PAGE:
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February, 2003, Vol. 03, Issue 02

Are You Flexible?

By Perry Isenberg

It's 9 a.m. on a Sunday morning in early January; I'm in my office, finalizing some issues from 2002, so we can start moving forward in 2003. As I contemplate the next 12-to-24 months, it occurs to me how fast everything is moving.

I realize that 2003 has already been planned, and what I am really milling around in my brain are issues for 2004 and 2005.

As much as I want these things to happen in 2003, they will be impossible to accomplish. Frustrated by the thought of having to wait, some contradicting clichés come to mind, including:

  • "patience is a virtue";
  • "the early bird catches the worm";
  • "all good things come to those who wait";
  • and "there's no tomorrow."

Wow, talk about confusion. Which approach should we embrace as a company? Obviously, the abovementioned clichés are appropriate, depending on the particular moment or situation.

We all want to plan our career or business to achieve defined goals; however, there are so many outside influences at a given time, we must be flexible.

Some say there is no such thing as luck. These people believe that opportunities are always out there, and that being in a position to take advantage or the risk of a new opportunity is being prepared, not lucky.

In certain situations, I've considered myself fortunate and lucky, but I do understand the above position. Regardless, I have learned to rely on determination, commitment and flexibility to keep delivering positive outcomes.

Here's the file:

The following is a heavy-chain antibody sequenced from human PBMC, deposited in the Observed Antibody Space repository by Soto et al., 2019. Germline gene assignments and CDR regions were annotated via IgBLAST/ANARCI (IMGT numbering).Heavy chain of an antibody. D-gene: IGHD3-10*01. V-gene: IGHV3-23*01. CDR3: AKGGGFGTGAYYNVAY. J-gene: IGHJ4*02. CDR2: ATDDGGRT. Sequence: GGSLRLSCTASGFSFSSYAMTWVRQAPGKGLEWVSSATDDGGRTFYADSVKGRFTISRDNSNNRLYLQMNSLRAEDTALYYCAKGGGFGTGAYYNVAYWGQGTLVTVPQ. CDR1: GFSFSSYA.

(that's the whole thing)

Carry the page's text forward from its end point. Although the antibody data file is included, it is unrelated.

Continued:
I've always considered determination and commitment part of our company's makeup. We have had to learn to be flexible, and not sweat the small stuff. When an opportunity presents itself, you should take it, even if you don't think you are ready. The mere fact you contemplate the issue at all means you're close enough to go for it. Be flexible, and make the leap!

When a better opportunity arises that requires you to stop something midstream (even if you may not be able to come back to it right away), jump at the new opportunity. Be flexible; you can always come back to the other project eventually. Putting a current project on hold to address a new opportunity does not suggest lack of loyalty, commitment or focus. In the times we live in, I believe flexibility is more important than any other "directive"; in fact, I believe flexibility alone can be the key to both personal and business growth.

Until next time, be healthy, be good, and stay focused and motivated.

Click here for previous articles by Perry Isenberg.


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